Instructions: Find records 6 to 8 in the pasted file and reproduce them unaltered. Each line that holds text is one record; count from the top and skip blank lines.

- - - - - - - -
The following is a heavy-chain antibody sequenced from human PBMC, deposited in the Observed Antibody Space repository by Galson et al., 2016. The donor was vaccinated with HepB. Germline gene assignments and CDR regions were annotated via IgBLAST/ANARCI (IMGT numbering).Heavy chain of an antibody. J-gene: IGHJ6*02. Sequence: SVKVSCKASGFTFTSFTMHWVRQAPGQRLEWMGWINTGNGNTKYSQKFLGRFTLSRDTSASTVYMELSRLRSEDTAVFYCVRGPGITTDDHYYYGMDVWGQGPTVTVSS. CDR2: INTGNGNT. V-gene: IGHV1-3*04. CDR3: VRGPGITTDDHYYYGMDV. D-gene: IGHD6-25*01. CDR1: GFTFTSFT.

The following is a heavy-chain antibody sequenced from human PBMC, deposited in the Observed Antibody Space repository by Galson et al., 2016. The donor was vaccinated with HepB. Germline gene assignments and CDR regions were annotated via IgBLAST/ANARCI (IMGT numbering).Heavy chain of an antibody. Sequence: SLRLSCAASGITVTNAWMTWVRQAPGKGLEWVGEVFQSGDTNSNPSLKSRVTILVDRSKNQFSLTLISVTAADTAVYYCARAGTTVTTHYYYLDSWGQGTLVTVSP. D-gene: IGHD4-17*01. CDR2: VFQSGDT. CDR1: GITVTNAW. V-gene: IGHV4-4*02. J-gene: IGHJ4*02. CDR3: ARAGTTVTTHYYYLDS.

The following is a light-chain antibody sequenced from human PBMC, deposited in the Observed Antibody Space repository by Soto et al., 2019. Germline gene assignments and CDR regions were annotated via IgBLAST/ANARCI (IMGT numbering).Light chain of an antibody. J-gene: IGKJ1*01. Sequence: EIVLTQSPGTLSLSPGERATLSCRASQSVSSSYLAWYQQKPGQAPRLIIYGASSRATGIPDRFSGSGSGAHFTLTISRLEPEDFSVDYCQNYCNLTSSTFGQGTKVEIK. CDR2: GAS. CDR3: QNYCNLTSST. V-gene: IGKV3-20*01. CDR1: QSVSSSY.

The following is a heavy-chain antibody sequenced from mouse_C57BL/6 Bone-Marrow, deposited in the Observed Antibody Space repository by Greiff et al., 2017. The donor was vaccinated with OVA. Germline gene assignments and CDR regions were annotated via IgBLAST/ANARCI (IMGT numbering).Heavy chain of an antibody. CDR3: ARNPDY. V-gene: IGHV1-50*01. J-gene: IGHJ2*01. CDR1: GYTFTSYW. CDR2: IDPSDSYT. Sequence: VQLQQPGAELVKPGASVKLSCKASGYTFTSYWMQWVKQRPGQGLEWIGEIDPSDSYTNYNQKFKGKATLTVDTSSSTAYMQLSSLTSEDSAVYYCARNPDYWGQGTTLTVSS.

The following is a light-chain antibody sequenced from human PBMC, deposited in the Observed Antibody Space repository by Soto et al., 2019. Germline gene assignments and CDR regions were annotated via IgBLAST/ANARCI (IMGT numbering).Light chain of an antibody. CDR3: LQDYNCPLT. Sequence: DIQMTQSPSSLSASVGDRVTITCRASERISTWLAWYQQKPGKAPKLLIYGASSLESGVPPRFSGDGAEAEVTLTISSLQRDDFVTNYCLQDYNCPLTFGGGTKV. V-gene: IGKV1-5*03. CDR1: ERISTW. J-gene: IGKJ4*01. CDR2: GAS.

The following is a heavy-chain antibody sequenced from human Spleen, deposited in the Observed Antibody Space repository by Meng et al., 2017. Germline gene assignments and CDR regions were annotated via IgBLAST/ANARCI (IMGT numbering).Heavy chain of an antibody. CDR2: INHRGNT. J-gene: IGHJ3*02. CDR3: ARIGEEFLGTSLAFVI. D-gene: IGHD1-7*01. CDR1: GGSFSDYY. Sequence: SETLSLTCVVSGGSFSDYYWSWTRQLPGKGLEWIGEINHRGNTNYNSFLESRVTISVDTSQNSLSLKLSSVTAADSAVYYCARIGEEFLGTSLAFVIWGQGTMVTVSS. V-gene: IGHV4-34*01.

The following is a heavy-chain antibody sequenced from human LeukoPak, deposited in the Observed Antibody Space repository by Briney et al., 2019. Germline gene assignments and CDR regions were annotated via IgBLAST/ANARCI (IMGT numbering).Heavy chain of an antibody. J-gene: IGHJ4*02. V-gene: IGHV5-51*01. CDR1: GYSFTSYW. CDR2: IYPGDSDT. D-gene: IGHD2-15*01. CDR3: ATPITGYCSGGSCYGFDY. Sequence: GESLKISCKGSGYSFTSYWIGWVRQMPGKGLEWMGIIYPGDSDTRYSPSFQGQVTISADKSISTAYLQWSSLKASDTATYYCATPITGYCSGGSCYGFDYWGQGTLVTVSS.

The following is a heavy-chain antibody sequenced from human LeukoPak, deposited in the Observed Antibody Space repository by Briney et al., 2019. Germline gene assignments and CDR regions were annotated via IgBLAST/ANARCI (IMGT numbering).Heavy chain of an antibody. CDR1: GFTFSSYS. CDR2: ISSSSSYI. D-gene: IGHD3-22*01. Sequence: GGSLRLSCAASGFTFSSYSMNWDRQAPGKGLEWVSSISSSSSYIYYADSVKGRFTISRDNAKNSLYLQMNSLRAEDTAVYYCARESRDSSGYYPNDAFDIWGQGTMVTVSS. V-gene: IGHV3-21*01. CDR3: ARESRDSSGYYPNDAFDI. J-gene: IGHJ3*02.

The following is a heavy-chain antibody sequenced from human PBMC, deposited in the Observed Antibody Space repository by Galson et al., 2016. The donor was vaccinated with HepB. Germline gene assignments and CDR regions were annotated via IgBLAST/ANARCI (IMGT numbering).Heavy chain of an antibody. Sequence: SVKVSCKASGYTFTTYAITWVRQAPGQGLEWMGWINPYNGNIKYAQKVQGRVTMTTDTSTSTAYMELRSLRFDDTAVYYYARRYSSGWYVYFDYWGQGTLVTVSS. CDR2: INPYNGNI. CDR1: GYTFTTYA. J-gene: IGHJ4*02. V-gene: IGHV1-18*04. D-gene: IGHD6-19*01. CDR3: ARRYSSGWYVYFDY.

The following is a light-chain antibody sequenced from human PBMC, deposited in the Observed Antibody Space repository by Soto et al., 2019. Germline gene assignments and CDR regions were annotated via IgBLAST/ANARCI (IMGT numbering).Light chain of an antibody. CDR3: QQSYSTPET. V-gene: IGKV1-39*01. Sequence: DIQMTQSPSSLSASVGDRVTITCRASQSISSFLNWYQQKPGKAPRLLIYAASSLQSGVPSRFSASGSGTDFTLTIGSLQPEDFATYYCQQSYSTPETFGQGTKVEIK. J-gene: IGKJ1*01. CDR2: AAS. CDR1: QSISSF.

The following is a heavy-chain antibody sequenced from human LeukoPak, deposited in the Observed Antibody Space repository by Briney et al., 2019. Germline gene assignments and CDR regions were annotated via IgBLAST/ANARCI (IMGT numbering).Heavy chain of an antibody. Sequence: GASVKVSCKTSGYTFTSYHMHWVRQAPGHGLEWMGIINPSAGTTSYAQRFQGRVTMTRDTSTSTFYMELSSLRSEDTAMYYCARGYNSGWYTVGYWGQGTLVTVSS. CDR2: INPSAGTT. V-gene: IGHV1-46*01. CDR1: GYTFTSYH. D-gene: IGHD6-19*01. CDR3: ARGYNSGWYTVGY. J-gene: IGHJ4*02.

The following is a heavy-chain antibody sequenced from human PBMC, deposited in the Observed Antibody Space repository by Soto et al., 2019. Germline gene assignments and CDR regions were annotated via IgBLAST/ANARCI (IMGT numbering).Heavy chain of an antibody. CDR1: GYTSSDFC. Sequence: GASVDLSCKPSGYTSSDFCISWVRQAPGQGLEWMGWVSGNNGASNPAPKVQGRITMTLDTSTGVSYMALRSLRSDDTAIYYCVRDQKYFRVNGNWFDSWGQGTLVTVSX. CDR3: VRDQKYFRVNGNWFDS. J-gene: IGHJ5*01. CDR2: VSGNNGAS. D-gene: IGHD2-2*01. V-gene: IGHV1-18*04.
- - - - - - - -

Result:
The following is a heavy-chain antibody sequenced from human Spleen, deposited in the Observed Antibody Space repository by Meng et al., 2017. Germline gene assignments and CDR regions were annotated via IgBLAST/ANARCI (IMGT numbering).Heavy chain of an antibody. CDR2: INHRGNT. J-gene: IGHJ3*02. CDR3: ARIGEEFLGTSLAFVI. D-gene: IGHD1-7*01. CDR1: GGSFSDYY. Sequence: SETLSLTCVVSGGSFSDYYWSWTRQLPGKGLEWIGEINHRGNTNYNSFLESRVTISVDTSQNSLSLKLSSVTAADSAVYYCARIGEEFLGTSLAFVIWGQGTMVTVSS. V-gene: IGHV4-34*01.

The following is a heavy-chain antibody sequenced from human LeukoPak, deposited in the Observed Antibody Space repository by Briney et al., 2019. Germline gene assignments and CDR regions were annotated via IgBLAST/ANARCI (IMGT numbering).Heavy chain of an antibody. J-gene: IGHJ4*02. V-gene: IGHV5-51*01. CDR1: GYSFTSYW. CDR2: IYPGDSDT. D-gene: IGHD2-15*01. CDR3: ATPITGYCSGGSCYGFDY. Sequence: GESLKISCKGSGYSFTSYWIGWVRQMPGKGLEWMGIIYPGDSDTRYSPSFQGQVTISADKSISTAYLQWSSLKASDTATYYCATPITGYCSGGSCYGFDYWGQGTLVTVSS.

The following is a heavy-chain antibody sequenced from human LeukoPak, deposited in the Observed Antibody Space repository by Briney et al., 2019. Germline gene assignments and CDR regions were annotated via IgBLAST/ANARCI (IMGT numbering).Heavy chain of an antibody. CDR1: GFTFSSYS. CDR2: ISSSSSYI. D-gene: IGHD3-22*01. Sequence: GGSLRLSCAASGFTFSSYSMNWDRQAPGKGLEWVSSISSSSSYIYYADSVKGRFTISRDNAKNSLYLQMNSLRAEDTAVYYCARESRDSSGYYPNDAFDIWGQGTMVTVSS. V-gene: IGHV3-21*01. CDR3: ARESRDSSGYYPNDAFDI. J-gene: IGHJ3*02.